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Convert fixed months, weeks or years to days in oracle

Posted on 2016-09-16
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Last Modified: 2016-09-19
SELECT nvl(mfg_shelf_life, -1)
            ,nvl(mfg_shelf_life_timeframe,'x')
      FROM dss.part_specs pspec
      where mfg_shelf_life_timeframe in ('Y','W','M')

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shelf life
M - Months
Y   Years
W  Weeks.
 
Right now I do not have data with weeks.

I need to take that value and convert to days.  Can I get a query to get these values?
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Question by:anumoses
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9 Comments
 
LVL 74

Expert Comment

by:sdstuber
ID: 41801965
The result is simple, it's just multiplication.

The tricky part is what to multiply by..

How long is a month?  28, 29, 30, 31 days? something else, if so what?
How long is a year?  365 or 366 days?  something else, if so what?
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LVL 32

Expert Comment

by:awking00
ID: 41801995
Weeks are easy, they all have 7 days. But years and months are not fixed, you'll need to have dates in order to calculate days.
The days between 01-JAN-2016 and 01-JAN-2017 are 366 but the days between 01-JAN-2017 and 01-JAN-2018 are 365.
The days between 01-JAN-2016 and 01-MAR-2016 are 60 but the days between 01-JUL-2016 and 01-SEP-2016 are 62.
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LVL 74

Expert Comment

by:sdstuber
ID: 41802012
Rather than multiplying, do you have a start date?  If so, we can use the actual calendar rather than make multiplicative approximations.
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LVL 35

Expert Comment

by:johnsone
ID: 41802025
I posted those calculations in the question you asked yesterday.  You should be able to pull them out of the function, but if you can't, here they are:

weeks to days:

shelf_life_weeks * 7

months to days:

expire_date - Add_months(expire_date, shelf_life_months * -1)

years to days:

expire_date - Add_months(expire_date, shelf_life_years * -12)
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LVL 35

Expert Comment

by:johnsone
ID: 41802029
Not sure why you need the calculations to convert to days, as the function that was posted yesterday took care of that calculation internally.  All you have to do is pass in the number of weeks/months/years and it figures it out.
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LVL 32

Expert Comment

by:awking00
ID: 41802145
Okay. With expire_date and sysdate you have the dates you need to calculate days and johnsone gave you precisely what those calculations are.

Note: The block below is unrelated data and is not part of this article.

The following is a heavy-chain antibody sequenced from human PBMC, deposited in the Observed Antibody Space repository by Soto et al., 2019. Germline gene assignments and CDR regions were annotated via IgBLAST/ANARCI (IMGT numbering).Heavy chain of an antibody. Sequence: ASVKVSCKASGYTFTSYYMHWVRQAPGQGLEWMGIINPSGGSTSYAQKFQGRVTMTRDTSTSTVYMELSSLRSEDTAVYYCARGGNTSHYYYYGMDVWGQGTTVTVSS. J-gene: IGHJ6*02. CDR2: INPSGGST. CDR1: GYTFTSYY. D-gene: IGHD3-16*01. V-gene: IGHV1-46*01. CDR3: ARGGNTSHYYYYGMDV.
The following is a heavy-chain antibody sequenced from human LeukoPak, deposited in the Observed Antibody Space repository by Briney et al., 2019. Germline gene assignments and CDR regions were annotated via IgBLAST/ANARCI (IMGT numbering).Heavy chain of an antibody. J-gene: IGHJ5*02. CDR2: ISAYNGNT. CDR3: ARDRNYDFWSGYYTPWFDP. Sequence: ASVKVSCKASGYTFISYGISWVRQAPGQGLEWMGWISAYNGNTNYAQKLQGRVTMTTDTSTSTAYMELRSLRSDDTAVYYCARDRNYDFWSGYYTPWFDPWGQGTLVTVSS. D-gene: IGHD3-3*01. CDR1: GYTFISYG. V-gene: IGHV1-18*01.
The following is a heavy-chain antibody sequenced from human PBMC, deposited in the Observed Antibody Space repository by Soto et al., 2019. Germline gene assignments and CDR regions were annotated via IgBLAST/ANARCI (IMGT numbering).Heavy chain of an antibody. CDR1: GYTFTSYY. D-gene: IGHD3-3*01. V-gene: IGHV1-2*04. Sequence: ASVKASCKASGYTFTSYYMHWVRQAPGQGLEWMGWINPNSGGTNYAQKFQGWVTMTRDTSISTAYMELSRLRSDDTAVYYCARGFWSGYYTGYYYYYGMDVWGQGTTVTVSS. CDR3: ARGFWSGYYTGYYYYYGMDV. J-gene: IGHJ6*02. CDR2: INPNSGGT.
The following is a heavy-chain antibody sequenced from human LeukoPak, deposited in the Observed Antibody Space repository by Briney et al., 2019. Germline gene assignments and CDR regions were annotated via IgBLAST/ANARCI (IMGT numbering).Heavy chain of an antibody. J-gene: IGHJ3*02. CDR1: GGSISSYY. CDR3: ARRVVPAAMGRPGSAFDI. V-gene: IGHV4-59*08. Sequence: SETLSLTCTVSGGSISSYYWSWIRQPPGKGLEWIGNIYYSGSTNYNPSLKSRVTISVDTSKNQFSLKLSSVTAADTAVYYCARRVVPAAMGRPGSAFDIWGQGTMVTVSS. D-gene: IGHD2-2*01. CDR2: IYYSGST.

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LVL 49

Accepted Solution

by:
PortletPaul earned 250 total points
ID: 41802592
This question differs slightly (I think) from the question made yesterday.

a. Yesterday the table involved building things
b. Here the table is manufacturer's specifications

for a. there has to be a date of receipt (or similar) otherwise you cannot build/repair
for b. the purpose may be comparisons and not involve any concrete date of receipt

Given that the topic under discussion is aircraft parts then (in my view) you need to be "conservative" (as lives are at risk) so I suggest:

a "year" is 365 days
a "month" is treated as 30 days (round down 365/12)
and a week obviously 7 days

Because the topic is aircraft parts there will probably be standards that apply but I am no longer part of the aerospace industry so I'm hopelessly out of date on those.

so, for approximations in the common unit of days:
SELECT
      part
    , mfg_shelf_life
    , mfg_shelf_life_timeframe
    , mfg_shelf_life 
      * ( case when mfg_shelf_life_timeframe = 'Y' then 365
               when mfg_shelf_life_timeframe = 'M' then 30
               when mfg_shelf_life_timeframe = 'W' then 7
          end ) 
                    AS mfg_shelf_life_in_days_approx
FROM dss.part_specs pspec
WHERE mfg_shelf_life_timeframe IN ('Y', 'W', 'M')

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LVL 35

Assisted Solution

by:johnsone
johnsone earned 250 total points
ID: 41803351
Regardless of the field names, the math is the same.
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Author Closing Comment

by:anumoses
ID: 41804564
Thanks.
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